“By itself the search function has limited value. The real value of search and information access technologies is in the ongoing efforts needed to establish effective taxonomies, to index and classify content of all kinds, in order to provide meaningful results.”
Research Vice President
The ability to capture concept based metadata and retrieve relevant search results from within the organization and diverse applications are the real currency of interoperability. Providing syntactic as well as semantic metadata delivers the ability to represent and share the meaning of content in an unambiguous manner.
Ideally, taxonomies must align with an organization’s mission and contain classes and class clues, allowing search engines to use extracted key words and phrases to identify main concepts. If a user knows the concept but not the correct keywords or terminology, he/she can conduct a search to retrieve documents that closely relate to the clues provided by the end user. As an example, using the Medical Subject Heading Taxonomy (MeSH) developed by the National Library of Medicine and an end user conducts a search on “colon cancer”, in addition to the directly related documents that will be found, the Concept Searching technology capability used with the MeSH taxonomy will find related topics to include polyps, cancer learning, virtual colonoscopy, colonoscopy, and colorectal.
Organizations may have a wide variety of constituents that need access to content to meet different needs. Internal vocabularies are often specific to that organization and even departments (think marketing versus engineering) and may not be easily translated by personnel outside of a particular community rendering the content unusable. Further complicating matters is that within an organization there may be varying solutions for identifying and storing electronic documents. The inconsistency of these systems hampers the ability of users to find relevant information, specifically when searching across multiple silos of content within the organization. Although knowledge workers need unified and universal access to information, at a more granular level they need to be able to find exactly and only the content they need. Using this approach, from an end user perspective, knowledge workers can locate pertinent information from his or her own individual viewpoint without knowing the exact search terms to use.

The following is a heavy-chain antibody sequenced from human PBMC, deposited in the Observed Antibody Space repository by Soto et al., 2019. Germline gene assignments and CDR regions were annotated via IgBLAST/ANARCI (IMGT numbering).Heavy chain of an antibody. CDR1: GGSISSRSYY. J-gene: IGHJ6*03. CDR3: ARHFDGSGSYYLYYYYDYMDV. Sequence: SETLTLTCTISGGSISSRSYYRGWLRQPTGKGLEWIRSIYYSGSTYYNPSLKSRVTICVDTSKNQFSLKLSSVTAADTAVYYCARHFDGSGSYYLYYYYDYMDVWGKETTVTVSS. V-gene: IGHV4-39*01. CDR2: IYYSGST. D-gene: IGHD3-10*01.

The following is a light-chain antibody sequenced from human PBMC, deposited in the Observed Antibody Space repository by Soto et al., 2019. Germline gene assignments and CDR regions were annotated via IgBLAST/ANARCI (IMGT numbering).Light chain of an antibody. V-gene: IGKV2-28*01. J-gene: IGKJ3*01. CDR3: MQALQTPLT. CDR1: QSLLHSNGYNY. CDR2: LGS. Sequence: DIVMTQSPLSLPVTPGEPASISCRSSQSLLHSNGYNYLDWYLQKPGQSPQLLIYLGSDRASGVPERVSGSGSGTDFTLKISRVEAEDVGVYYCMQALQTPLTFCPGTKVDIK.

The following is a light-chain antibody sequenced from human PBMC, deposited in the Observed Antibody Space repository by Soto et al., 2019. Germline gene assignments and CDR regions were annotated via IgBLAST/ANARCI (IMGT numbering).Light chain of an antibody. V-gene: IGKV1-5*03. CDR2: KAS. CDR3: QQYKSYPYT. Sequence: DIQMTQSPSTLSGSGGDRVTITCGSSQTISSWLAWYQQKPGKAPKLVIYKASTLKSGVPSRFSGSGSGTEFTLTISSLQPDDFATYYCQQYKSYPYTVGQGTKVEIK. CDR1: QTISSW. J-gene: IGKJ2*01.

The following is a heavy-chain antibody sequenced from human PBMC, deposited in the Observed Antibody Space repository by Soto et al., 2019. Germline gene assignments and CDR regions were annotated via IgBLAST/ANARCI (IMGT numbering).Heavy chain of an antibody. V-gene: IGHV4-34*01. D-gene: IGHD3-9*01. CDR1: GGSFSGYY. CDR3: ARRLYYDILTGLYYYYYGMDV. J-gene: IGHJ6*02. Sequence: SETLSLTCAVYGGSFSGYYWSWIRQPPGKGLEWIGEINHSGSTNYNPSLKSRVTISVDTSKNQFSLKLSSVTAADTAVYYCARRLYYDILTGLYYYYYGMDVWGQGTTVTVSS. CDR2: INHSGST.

Concept Searching technologies integrate with all Microsoft search products, in fact any enterprise search engine. The semantic metadata is used to populate the search engine index to enable ‘concept based searching’. Presenting relevant information to different stakeholders and effective search results is further enabled via taxonomy based or faceted based navigation. The knowledge worker controls the search experience and the search results present facets of documents grouped together based on the concepts identified. This extends the search process as documents will be grouped by concept and assists the knowledge worker in offering content that may not have been found. This unified view and access to relevant information from disperse silos within the organization or external sources, can reduce the volume, cost, and time traditionally required to retrieve and find relevant content.
At the end of the day, metadata is the real currency of interoperability.